[Ads-l] OT: Old English vowel length

Barretts Mail mail.barretts at GMAIL.COM
Sat Aug 3 15:09:20 EDT 2019

I would like to learn OE pronunciation but am puzzled by long vowels in recordings I’ve found. 

The Englisc mailing list (https://www.rochester.edu/englisc/ <https://www.rochester.edu/englisc/>) appears to be no longer active, so I thought I would ask here. I suppose Anglo-Saxon qualifies as a topic for the ADS since it is a chronolect of American English. 

In both examples below, I thought I found multiple cases where long vowels are pronounced short. I give two examples that seem very clearly to be so.

Wikipedia (https://en.wikipedia.org/wiki/Old_English_phonology#Examples <https://en.wikipedia.org/wiki/Old_English_phonology#Examples>) has a recording of the "Lord’s Prayer” made by Erutuon. The recording itself can be viewed and manipulated more easily with the link at https://upload.wikimedia.org/wikipedia/commons/transcoded/0/0e/Ang-Our_Father.ogg/Ang-Our_Father.ogg.mp3 <https://upload.wikimedia.org/wikipedia/commons/transcoded/0/0e/Ang-Our_Father.ogg/Ang-Our_Father.ogg.mp3>.

The long “ā” in “ġedæġhƿāmlīcan” seems short.

I also looked at https://podcasts.ox.ac.uk/beowulf-reading-ll-26-52 <https://podcasts.ox.ac.uk/beowulf-reading-ll-26-52>, which has a recording of “Beowulf” lines 26 to 52 by Stuart Lee. The reading begins at 4:58 into the audio clip.

The first vowel in “Ālēdon" in line 34 seems short (see text at http://www.perseus.tufts.edu/hopper/text?doc=Perseus%3Atext%3A2003.01.0001 <http://www.perseus.tufts.edu/hopper/text?doc=Perseus:text:2003.01.0001>).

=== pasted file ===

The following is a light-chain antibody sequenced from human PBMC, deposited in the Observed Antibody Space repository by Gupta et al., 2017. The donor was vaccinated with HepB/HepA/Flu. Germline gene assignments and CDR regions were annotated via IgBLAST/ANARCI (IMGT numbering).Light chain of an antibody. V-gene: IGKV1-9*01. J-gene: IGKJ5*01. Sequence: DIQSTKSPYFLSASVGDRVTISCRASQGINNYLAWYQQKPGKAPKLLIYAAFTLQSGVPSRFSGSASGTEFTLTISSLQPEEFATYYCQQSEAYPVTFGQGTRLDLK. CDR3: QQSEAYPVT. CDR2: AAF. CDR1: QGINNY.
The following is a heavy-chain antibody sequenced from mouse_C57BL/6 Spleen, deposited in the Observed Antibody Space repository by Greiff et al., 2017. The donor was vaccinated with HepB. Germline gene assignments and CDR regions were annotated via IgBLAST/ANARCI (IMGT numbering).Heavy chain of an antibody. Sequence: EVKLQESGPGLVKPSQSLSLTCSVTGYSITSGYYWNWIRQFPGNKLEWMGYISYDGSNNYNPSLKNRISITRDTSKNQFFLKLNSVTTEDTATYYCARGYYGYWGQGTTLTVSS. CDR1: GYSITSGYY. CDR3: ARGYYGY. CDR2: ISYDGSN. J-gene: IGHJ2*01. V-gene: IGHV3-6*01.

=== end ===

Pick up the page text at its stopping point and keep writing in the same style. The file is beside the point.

Robert D. Stevick (“A Firstbook of Old English” (revised, 2001)) says (p. 42) that you can have no more than one long vowel/diphthong per root/derivational morpheme. Wiktionary (https://en.wiktionary.org/wiki/alecgan#Old_English <https://en.wiktionary.org/wiki/alecgan#Old_English>) gives alecgan as deriving from Proto-Germanic, at which stage the “ā” can be broken away as a separate morpheme. 

But either way, the word-initial “ā” is written with a macron both in the text cited above and in Chickering’s “Beowulf” (1977).

Can anyone provide guidance on the length of such vowels?

Benjamin Barrett (he/his/him)
Formerly of Seattle, WA
The American Dialect Society - http://www.americandialect.org

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